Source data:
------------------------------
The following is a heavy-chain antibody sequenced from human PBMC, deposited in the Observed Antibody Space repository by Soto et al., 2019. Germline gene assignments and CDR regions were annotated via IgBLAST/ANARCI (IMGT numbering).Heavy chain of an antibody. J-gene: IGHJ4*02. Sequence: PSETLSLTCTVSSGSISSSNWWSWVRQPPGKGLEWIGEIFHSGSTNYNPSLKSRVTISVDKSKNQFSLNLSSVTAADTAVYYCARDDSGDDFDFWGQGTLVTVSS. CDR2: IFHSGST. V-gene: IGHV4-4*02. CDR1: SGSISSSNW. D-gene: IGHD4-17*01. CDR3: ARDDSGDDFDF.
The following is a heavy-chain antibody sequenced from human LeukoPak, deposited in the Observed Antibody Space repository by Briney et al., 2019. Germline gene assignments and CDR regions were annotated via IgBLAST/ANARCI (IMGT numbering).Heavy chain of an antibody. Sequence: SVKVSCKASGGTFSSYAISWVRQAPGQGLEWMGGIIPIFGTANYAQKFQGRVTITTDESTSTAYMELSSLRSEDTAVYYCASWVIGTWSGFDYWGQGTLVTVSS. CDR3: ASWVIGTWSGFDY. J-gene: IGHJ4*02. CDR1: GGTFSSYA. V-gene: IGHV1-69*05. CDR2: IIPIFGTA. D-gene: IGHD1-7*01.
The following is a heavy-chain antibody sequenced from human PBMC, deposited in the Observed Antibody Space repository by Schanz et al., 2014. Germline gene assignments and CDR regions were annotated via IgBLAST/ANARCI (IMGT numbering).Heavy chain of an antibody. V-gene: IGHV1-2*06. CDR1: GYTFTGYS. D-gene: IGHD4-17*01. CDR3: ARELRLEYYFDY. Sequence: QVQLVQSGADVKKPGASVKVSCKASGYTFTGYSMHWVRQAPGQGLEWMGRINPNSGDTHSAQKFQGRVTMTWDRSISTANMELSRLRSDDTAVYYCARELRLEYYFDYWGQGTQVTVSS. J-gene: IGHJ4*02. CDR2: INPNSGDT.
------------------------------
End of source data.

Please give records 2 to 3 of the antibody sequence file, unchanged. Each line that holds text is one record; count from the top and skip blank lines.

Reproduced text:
The following is a heavy-chain antibody sequenced from human LeukoPak, deposited in the Observed Antibody Space repository by Briney et al., 2019. Germline gene assignments and CDR regions were annotated via IgBLAST/ANARCI (IMGT numbering).Heavy chain of an antibody. Sequence: SVKVSCKASGGTFSSYAISWVRQAPGQGLEWMGGIIPIFGTANYAQKFQGRVTITTDESTSTAYMELSSLRSEDTAVYYCASWVIGTWSGFDYWGQGTLVTVSS. CDR3: ASWVIGTWSGFDY. J-gene: IGHJ4*02. CDR1: GGTFSSYA. V-gene: IGHV1-69*05. CDR2: IIPIFGTA. D-gene: IGHD1-7*01.
The following is a heavy-chain antibody sequenced from human PBMC, deposited in the Observed Antibody Space repository by Schanz et al., 2014. Germline gene assignments and CDR regions were annotated via IgBLAST/ANARCI (IMGT numbering).Heavy chain of an antibody. V-gene: IGHV1-2*06. CDR1: GYTFTGYS. D-gene: IGHD4-17*01. CDR3: ARELRLEYYFDY. Sequence: QVQLVQSGADVKKPGASVKVSCKASGYTFTGYSMHWVRQAPGQGLEWMGRINPNSGDTHSAQKFQGRVTMTWDRSISTANMELSRLRSDDTAVYYCARELRLEYYFDYWGQGTQVTVSS. J-gene: IGHJ4*02. CDR2: INPNSGDT.